Dairy cows and cattle were found to reduce their methane emissions by 50% and 82% when marginal amounts of seaweed were added to their feed
DAVIS, CALIF. – Tulare County dairy emissions have not gone unnoticed. As Peter Parker’s late uncle Ben might say: “with great cows, comes great greenhouse gas emissions.” But universities are considering a fix that might help limit the noxious gas cows release.
A new study from University of California Davis finds that “a bit of seaweed” in dairy feed can reduce greenhouse gas emissions (GHG) from cows by 50%. According to 2019 statistics, Tulare County’s leading agricultural commodity is milk. It grosses over $1.6 billion and represents 21.5% of the total crop and livestock value. The UC Davis study notes that agriculture is responsible for 10 percent of GHG in the U.S., and half of those come from cows and other ruminant animals that belch methane and other gases throughout the day as they digest forages like grass and hay.
In the new study, Ermias Kebreab, professor and Sesnon Endowed Chair of the Department of Animal Science and director of the World Food Center along with his Ph.D. graduate student Breanna Roque tested whether those 50% reductions were sustainable over time. They fed cows a touch of seaweed every day for five months, from the time they were young on the range through their later days on the feed lot. In 2018, Kebreab and Roque found that they were able to reduce methane emissions from dairy cows by over 50 percent by supplementing their diet with seaweed for two weeks. The seaweed inhibits an enzyme in the cow’s digestive system that contributes to methane production.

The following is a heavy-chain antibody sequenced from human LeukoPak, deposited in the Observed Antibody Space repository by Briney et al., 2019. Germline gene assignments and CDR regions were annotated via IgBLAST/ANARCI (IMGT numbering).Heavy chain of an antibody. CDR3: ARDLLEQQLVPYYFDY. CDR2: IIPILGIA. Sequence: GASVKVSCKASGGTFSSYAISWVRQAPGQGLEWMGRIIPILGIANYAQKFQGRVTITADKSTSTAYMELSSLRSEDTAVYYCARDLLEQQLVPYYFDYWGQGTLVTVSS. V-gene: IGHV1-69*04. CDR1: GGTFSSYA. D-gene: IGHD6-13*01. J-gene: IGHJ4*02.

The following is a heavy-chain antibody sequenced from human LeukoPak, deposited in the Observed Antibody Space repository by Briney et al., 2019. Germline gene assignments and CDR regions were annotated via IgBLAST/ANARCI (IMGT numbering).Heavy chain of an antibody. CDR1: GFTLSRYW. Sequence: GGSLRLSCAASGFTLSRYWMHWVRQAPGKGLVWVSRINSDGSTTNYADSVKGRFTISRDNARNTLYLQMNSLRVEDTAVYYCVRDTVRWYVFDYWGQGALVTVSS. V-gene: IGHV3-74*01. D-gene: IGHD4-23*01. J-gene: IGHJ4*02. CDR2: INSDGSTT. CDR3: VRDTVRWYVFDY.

“Only a tiny fraction of the earth is fit for crop production,” Kebreab explained. “Much more land is suitable only for grazing, so livestock plays a vital role in feeding the 10 billion people who will soon inhabit the planet. Since much of livestock’s methane emissions come from the animal itself, nutrition plays a big role in finding solutions.”
Four times a day, the cows ate a snack from an open-air contraption that measured the methane in their breath. The results were clear. Cattle that consumed seaweed emitted much less methane, and there was no drop-off in efficacy over time.
As a kicker, cattle who were put on the seaweed feed grew to the same size as their regular feed counterparts, and they reduced their GHG emissions by 82%.
“We now have sound evidence that seaweed in cattle diet is effective at reducing greenhouse gases and that the efficacy does not diminish over time,” Kebreab said. “This could help farmers sustainably produce the beef and dairy products we need to feed the world,” Roque added.
In the study released in March, over the course of five months last summer, Kebreab and Roque added scant amounts of seaweed to the diet of 21 beef cattle and tracked their weight gain and methane emissions. Cattle that consumed doses of about 80 grams (3 ounces) of seaweed gained as much weight as their herd mates while burping out 82% less methane into the atmosphere.